Waltz, Wight and Our Study of World Politics

R.J. Vincent dissuaded his students from treating classic IR thinkers, “like parcels at the post office.”[1] This is compelling guidance, since the works of great thinkers can be interpreted and classified in numerous ways and the fallacies of anachronism and reification often go hand in hand. Moreover, as the great pedagogue Zimmern argued, for the student, “the function of a book is to stimulate his intelligence, not to befuddle it, to serve as an instrument for his own thinking rather than as its lifeless substitute.”[2] In the study of International Relations, Kenneth Waltz and Martin Wight surveyed international thought perhaps most thoroughly and are its most celebrated systematizers. Waltz devised his famous three images and Wight his three so-called traditions.[3] How does a comparison of their thought stimulate our own thinking about international relations and world politics generally?

A comparison of Waltz and Wight’s taxonomies raises several interrelated observations. One, their taxonomies eschew the historicity of ideas. That is, they avoid questions concerning the changes and patterns of ideas across time and social location. Also, their taxonomies are derived from questions of a similar kind since they concern a similar thing, namely war. Furthermore, while both have immensely enriched our thinking, neither taxonomy illuminates a conclusively compelling answer to their authors’ questions, since their categories conceptually bleed into one another. These observations, at least to me, suggest certain alternative questions about international relations and world politics generally. These will be considered following a brief comparison.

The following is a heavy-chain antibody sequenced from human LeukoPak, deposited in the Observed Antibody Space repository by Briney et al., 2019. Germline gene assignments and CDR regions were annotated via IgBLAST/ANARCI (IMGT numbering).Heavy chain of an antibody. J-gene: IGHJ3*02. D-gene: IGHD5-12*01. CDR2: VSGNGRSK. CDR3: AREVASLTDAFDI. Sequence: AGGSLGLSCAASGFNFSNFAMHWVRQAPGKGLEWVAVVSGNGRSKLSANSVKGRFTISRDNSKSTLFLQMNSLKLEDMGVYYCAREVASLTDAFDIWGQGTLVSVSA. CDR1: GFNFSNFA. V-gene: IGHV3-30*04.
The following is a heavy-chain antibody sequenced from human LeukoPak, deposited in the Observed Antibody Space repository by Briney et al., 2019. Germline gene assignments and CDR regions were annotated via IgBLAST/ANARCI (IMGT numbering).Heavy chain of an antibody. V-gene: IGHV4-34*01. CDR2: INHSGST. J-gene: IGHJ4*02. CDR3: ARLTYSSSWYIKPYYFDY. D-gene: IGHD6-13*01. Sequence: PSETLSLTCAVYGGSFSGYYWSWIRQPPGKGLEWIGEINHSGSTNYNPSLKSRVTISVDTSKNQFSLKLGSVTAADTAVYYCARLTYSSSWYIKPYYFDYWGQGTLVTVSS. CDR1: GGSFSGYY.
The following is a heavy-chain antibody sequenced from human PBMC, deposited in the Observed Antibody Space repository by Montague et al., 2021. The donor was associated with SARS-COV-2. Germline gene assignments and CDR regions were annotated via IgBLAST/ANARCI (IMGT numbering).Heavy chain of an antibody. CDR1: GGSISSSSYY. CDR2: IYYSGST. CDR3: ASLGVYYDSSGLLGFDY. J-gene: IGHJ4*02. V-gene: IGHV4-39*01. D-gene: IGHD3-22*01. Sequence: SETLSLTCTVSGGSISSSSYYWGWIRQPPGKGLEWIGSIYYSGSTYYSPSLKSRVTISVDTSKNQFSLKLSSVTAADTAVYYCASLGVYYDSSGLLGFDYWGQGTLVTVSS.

In the first instance, Waltz and Wight’s taxonomies can be compared and contrasted by the questions they applied to international thought. Waltz’s question in Man, the State and War: A Theoretical Analysis is: “Where are the major causes of war to be found?” or where is the major cause of war located?[4] Wight’s question in his published lectures in International Theory: The Three Traditions and ‘An Anatomy of International Thought’ is: What are the moral justifications for war and the international system generally? In comparing their taxonomies, Waltz can be said to have applied to the history of ideas the question of what is or are the causes of war and Wight that of what ought to be. In formal words, Waltz sought the efficient and permissive causes where Wight emphasized the final cause, in the Aristotelian sense. In the linguistic sense, Waltz sifted through the history of ideas for factual statements and Wight sought value statements.[5]

In this way, their taxonomies are different answers to different questions but they overlap because they are questions of a similar kind since they concern a similar thing, namely warfare. In this light, Wight’s traditions are consistent positions on Waltz’s images.